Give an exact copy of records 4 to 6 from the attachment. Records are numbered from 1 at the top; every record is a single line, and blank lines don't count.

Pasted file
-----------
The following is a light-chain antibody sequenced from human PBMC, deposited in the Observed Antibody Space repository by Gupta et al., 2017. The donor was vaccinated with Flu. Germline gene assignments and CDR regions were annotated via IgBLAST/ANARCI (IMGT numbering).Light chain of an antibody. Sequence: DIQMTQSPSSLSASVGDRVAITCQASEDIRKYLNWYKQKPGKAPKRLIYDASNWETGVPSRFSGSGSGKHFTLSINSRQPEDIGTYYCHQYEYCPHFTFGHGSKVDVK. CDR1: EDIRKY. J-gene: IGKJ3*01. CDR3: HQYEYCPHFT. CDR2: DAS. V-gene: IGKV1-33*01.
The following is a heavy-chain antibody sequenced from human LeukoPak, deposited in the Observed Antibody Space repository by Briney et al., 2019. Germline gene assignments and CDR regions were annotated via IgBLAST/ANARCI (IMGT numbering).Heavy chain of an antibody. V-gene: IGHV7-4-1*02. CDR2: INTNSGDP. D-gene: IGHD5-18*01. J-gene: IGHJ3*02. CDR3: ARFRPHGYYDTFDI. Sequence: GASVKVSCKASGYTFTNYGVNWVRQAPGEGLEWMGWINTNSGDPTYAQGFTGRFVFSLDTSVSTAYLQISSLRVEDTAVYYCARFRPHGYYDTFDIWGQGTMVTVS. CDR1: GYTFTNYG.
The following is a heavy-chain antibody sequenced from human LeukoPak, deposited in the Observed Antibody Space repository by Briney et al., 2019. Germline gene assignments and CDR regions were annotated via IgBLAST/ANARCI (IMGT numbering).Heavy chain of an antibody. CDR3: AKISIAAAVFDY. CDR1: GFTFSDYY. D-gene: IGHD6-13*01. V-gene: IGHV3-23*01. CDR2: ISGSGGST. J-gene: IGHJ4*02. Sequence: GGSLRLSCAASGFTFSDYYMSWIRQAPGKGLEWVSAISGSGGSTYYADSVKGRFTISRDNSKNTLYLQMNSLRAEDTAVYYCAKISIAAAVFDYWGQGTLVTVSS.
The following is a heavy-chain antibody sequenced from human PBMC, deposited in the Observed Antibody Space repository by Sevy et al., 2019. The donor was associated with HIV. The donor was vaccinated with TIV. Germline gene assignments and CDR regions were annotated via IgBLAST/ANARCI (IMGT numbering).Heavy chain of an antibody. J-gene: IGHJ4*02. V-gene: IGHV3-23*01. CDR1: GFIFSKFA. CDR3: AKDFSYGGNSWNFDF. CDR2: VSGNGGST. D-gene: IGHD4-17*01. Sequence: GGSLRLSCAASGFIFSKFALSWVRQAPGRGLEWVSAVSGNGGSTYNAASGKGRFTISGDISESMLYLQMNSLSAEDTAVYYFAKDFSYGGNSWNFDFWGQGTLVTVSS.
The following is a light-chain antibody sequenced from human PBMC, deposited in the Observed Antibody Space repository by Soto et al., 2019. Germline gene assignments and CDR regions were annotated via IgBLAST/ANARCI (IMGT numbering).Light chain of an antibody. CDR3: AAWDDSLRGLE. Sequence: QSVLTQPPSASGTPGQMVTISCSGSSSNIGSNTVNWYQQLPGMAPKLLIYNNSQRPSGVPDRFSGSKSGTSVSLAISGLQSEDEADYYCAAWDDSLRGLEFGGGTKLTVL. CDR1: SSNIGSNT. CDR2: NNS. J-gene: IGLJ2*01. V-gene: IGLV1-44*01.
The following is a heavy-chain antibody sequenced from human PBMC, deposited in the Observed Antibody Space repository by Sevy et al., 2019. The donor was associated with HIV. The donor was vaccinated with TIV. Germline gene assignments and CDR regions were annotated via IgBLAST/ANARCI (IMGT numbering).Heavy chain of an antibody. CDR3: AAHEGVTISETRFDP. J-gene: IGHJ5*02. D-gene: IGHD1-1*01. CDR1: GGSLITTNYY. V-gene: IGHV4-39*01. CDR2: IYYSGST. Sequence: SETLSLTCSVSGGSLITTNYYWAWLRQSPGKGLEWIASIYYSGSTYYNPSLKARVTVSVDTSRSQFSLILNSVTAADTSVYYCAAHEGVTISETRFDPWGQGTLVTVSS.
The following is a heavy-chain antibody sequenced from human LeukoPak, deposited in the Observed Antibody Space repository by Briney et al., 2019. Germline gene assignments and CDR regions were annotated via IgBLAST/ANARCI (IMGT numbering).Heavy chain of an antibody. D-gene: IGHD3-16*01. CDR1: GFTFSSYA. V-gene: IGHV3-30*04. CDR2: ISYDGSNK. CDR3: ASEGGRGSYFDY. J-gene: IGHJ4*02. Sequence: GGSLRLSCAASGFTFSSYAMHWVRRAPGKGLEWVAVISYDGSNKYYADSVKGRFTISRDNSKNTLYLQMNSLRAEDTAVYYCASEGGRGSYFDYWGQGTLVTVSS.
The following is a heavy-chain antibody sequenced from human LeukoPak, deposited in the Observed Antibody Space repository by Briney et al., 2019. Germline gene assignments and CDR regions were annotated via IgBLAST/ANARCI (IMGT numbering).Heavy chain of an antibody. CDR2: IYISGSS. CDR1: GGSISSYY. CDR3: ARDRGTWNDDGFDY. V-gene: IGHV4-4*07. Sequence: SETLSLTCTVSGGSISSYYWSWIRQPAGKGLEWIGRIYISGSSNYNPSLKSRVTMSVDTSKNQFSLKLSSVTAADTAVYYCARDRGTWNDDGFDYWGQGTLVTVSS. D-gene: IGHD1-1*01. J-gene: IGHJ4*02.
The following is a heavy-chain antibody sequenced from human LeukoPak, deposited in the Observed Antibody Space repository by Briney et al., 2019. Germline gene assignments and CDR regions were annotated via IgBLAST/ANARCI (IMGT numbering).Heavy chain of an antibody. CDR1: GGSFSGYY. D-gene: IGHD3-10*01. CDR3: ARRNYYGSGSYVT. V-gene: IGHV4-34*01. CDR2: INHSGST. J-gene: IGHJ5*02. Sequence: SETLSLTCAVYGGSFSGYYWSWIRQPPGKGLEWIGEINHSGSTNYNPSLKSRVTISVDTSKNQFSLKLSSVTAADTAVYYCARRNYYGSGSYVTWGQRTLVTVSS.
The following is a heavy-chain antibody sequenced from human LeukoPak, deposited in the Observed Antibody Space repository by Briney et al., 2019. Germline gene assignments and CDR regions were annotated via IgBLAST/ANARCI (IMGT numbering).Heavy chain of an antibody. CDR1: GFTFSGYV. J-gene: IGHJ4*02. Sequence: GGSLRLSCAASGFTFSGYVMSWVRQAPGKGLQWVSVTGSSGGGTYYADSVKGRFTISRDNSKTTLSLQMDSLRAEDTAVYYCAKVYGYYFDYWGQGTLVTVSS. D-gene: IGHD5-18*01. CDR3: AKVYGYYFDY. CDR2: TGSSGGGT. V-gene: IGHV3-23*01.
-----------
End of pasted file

The following is a heavy-chain antibody sequenced from human PBMC, deposited in the Observed Antibody Space repository by Sevy et al., 2019. The donor was associated with HIV. The donor was vaccinated with TIV. Germline gene assignments and CDR regions were annotated via IgBLAST/ANARCI (IMGT numbering).Heavy chain of an antibody. J-gene: IGHJ4*02. V-gene: IGHV3-23*01. CDR1: GFIFSKFA. CDR3: AKDFSYGGNSWNFDF. CDR2: VSGNGGST. D-gene: IGHD4-17*01. Sequence: GGSLRLSCAASGFIFSKFALSWVRQAPGRGLEWVSAVSGNGGSTYNAASGKGRFTISGDISESMLYLQMNSLSAEDTAVYYFAKDFSYGGNSWNFDFWGQGTLVTVSS.
The following is a light-chain antibody sequenced from human PBMC, deposited in the Observed Antibody Space repository by Soto et al., 2019. Germline gene assignments and CDR regions were annotated via IgBLAST/ANARCI (IMGT numbering).Light chain of an antibody. CDR3: AAWDDSLRGLE. Sequence: QSVLTQPPSASGTPGQMVTISCSGSSSNIGSNTVNWYQQLPGMAPKLLIYNNSQRPSGVPDRFSGSKSGTSVSLAISGLQSEDEADYYCAAWDDSLRGLEFGGGTKLTVL. CDR1: SSNIGSNT. CDR2: NNS. J-gene: IGLJ2*01. V-gene: IGLV1-44*01.
The following is a heavy-chain antibody sequenced from human PBMC, deposited in the Observed Antibody Space repository by Sevy et al., 2019. The donor was associated with HIV. The donor was vaccinated with TIV. Germline gene assignments and CDR regions were annotated via IgBLAST/ANARCI (IMGT numbering).Heavy chain of an antibody. CDR3: AAHEGVTISETRFDP. J-gene: IGHJ5*02. D-gene: IGHD1-1*01. CDR1: GGSLITTNYY. V-gene: IGHV4-39*01. CDR2: IYYSGST. Sequence: SETLSLTCSVSGGSLITTNYYWAWLRQSPGKGLEWIASIYYSGSTYYNPSLKARVTVSVDTSRSQFSLILNSVTAADTSVYYCAAHEGVTISETRFDPWGQGTLVTVSS.